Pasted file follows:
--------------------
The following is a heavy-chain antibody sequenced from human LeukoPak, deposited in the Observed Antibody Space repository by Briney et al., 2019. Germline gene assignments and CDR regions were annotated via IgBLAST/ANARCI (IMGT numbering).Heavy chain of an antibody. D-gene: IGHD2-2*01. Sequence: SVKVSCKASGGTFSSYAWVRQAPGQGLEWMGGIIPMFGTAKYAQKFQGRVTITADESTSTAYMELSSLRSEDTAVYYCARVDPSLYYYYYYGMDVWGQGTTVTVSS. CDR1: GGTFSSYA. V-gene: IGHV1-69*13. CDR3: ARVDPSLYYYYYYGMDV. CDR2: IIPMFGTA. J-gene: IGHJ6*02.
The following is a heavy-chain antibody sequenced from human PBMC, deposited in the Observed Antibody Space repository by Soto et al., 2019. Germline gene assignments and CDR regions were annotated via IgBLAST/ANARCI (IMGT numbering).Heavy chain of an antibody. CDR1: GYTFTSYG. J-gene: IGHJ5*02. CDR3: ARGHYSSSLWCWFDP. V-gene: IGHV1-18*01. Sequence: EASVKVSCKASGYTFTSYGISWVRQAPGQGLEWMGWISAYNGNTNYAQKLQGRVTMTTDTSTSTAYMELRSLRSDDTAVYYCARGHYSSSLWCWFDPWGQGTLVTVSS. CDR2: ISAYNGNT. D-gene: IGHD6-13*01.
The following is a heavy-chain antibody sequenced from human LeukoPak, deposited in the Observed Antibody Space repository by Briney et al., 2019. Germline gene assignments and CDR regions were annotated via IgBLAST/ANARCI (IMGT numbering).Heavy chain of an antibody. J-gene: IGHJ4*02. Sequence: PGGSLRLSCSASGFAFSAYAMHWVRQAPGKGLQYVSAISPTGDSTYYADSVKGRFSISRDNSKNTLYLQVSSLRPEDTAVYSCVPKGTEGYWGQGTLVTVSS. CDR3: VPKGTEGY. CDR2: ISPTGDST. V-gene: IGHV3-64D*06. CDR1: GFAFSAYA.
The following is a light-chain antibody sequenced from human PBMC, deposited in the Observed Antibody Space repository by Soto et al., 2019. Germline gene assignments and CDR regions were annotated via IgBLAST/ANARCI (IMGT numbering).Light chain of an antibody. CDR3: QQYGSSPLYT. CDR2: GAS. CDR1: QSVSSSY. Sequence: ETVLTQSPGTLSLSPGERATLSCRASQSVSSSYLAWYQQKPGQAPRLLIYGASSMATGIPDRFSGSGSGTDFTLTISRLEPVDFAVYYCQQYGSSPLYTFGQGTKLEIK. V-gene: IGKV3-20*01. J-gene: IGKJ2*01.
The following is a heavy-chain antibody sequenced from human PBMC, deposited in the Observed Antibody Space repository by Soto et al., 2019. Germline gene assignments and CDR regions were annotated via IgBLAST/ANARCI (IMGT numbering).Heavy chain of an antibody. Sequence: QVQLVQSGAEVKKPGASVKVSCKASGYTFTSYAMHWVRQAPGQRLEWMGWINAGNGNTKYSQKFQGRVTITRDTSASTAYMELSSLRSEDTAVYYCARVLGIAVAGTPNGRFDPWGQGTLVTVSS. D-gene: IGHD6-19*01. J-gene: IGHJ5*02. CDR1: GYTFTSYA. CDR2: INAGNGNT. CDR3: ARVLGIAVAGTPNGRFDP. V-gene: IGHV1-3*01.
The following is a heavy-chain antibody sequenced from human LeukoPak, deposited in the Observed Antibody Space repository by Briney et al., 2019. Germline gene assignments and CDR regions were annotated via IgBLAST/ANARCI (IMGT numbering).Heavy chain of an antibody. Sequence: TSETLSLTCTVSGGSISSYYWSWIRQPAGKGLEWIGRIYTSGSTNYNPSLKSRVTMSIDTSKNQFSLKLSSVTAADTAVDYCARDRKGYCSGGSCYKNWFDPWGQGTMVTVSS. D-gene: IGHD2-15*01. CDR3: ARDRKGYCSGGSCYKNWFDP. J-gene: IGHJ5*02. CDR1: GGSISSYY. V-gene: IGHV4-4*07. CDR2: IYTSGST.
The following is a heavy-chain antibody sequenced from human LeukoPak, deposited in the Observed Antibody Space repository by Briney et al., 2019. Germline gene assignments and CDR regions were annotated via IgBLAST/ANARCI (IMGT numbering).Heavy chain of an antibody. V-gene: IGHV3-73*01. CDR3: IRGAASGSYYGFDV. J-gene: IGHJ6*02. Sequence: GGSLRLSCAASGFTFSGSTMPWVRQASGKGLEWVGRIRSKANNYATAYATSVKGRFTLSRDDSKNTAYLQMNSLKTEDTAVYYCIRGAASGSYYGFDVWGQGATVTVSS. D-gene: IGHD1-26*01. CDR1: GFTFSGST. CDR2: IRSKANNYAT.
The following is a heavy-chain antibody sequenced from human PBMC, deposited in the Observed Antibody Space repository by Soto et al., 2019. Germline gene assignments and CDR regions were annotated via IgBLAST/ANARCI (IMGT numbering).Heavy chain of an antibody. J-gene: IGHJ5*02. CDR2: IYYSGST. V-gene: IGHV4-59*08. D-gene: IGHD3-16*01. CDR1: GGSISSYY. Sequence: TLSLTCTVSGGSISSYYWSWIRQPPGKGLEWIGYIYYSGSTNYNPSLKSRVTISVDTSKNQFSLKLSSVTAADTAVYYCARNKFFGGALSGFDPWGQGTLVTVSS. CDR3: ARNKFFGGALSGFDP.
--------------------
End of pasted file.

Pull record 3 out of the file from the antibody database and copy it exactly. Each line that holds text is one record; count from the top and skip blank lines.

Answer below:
The following is a heavy-chain antibody sequenced from human LeukoPak, deposited in the Observed Antibody Space repository by Briney et al., 2019. Germline gene assignments and CDR regions were annotated via IgBLAST/ANARCI (IMGT numbering).Heavy chain of an antibody. J-gene: IGHJ4*02. Sequence: PGGSLRLSCSASGFAFSAYAMHWVRQAPGKGLQYVSAISPTGDSTYYADSVKGRFSISRDNSKNTLYLQVSSLRPEDTAVYSCVPKGTEGYWGQGTLVTVSS. CDR3: VPKGTEGY. CDR2: ISPTGDST. V-gene: IGHV3-64D*06. CDR1: GFAFSAYA.